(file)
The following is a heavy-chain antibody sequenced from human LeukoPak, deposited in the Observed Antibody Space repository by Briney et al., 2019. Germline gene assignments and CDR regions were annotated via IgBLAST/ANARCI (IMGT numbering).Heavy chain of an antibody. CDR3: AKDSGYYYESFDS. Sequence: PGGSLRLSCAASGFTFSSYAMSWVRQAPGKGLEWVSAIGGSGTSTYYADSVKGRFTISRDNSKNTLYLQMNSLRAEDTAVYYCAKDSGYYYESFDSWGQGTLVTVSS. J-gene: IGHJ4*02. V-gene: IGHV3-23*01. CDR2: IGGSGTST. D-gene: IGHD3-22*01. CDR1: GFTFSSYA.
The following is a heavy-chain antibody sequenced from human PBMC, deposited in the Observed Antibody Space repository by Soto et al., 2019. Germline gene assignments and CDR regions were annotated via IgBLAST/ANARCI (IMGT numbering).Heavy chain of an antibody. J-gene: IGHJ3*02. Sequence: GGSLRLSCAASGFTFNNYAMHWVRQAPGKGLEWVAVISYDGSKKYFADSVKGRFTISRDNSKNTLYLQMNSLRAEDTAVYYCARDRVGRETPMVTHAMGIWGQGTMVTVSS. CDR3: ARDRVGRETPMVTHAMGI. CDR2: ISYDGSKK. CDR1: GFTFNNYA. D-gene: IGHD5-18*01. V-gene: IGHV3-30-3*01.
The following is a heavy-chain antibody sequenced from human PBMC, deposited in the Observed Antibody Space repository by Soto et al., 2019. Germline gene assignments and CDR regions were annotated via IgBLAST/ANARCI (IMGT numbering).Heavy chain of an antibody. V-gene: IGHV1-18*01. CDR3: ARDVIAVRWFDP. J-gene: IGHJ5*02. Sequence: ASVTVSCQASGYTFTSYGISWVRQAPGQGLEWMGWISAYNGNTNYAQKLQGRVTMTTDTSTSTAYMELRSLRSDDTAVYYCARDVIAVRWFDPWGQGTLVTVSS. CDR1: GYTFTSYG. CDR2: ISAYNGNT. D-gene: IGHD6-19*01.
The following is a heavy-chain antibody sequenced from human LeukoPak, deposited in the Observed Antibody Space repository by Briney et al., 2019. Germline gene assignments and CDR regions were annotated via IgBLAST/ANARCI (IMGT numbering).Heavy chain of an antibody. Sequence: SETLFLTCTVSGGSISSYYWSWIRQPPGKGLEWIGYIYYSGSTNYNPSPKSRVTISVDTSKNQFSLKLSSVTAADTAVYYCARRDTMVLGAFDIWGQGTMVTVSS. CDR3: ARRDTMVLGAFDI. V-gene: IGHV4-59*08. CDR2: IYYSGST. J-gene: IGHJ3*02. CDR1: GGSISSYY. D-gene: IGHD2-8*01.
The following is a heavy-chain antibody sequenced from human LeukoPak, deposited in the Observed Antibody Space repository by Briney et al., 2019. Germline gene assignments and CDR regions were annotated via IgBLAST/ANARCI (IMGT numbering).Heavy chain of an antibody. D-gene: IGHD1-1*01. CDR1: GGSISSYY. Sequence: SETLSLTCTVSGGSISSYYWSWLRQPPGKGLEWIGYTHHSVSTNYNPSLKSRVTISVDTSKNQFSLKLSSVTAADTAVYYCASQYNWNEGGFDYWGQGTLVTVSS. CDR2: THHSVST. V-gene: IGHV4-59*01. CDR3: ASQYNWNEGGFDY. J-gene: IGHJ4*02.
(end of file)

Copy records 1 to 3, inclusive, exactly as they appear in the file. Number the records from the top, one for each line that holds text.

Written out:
The following is a heavy-chain antibody sequenced from human LeukoPak, deposited in the Observed Antibody Space repository by Briney et al., 2019. Germline gene assignments and CDR regions were annotated via IgBLAST/ANARCI (IMGT numbering).Heavy chain of an antibody. CDR3: AKDSGYYYESFDS. Sequence: PGGSLRLSCAASGFTFSSYAMSWVRQAPGKGLEWVSAIGGSGTSTYYADSVKGRFTISRDNSKNTLYLQMNSLRAEDTAVYYCAKDSGYYYESFDSWGQGTLVTVSS. J-gene: IGHJ4*02. V-gene: IGHV3-23*01. CDR2: IGGSGTST. D-gene: IGHD3-22*01. CDR1: GFTFSSYA.
The following is a heavy-chain antibody sequenced from human PBMC, deposited in the Observed Antibody Space repository by Soto et al., 2019. Germline gene assignments and CDR regions were annotated via IgBLAST/ANARCI (IMGT numbering).Heavy chain of an antibody. J-gene: IGHJ3*02. Sequence: GGSLRLSCAASGFTFNNYAMHWVRQAPGKGLEWVAVISYDGSKKYFADSVKGRFTISRDNSKNTLYLQMNSLRAEDTAVYYCARDRVGRETPMVTHAMGIWGQGTMVTVSS. CDR3: ARDRVGRETPMVTHAMGI. CDR2: ISYDGSKK. CDR1: GFTFNNYA. D-gene: IGHD5-18*01. V-gene: IGHV3-30-3*01.
The following is a heavy-chain antibody sequenced from human PBMC, deposited in the Observed Antibody Space repository by Soto et al., 2019. Germline gene assignments and CDR regions were annotated via IgBLAST/ANARCI (IMGT numbering).Heavy chain of an antibody. V-gene: IGHV1-18*01. CDR3: ARDVIAVRWFDP. J-gene: IGHJ5*02. Sequence: ASVTVSCQASGYTFTSYGISWVRQAPGQGLEWMGWISAYNGNTNYAQKLQGRVTMTTDTSTSTAYMELRSLRSDDTAVYYCARDVIAVRWFDPWGQGTLVTVSS. CDR1: GYTFTSYG. CDR2: ISAYNGNT. D-gene: IGHD6-19*01.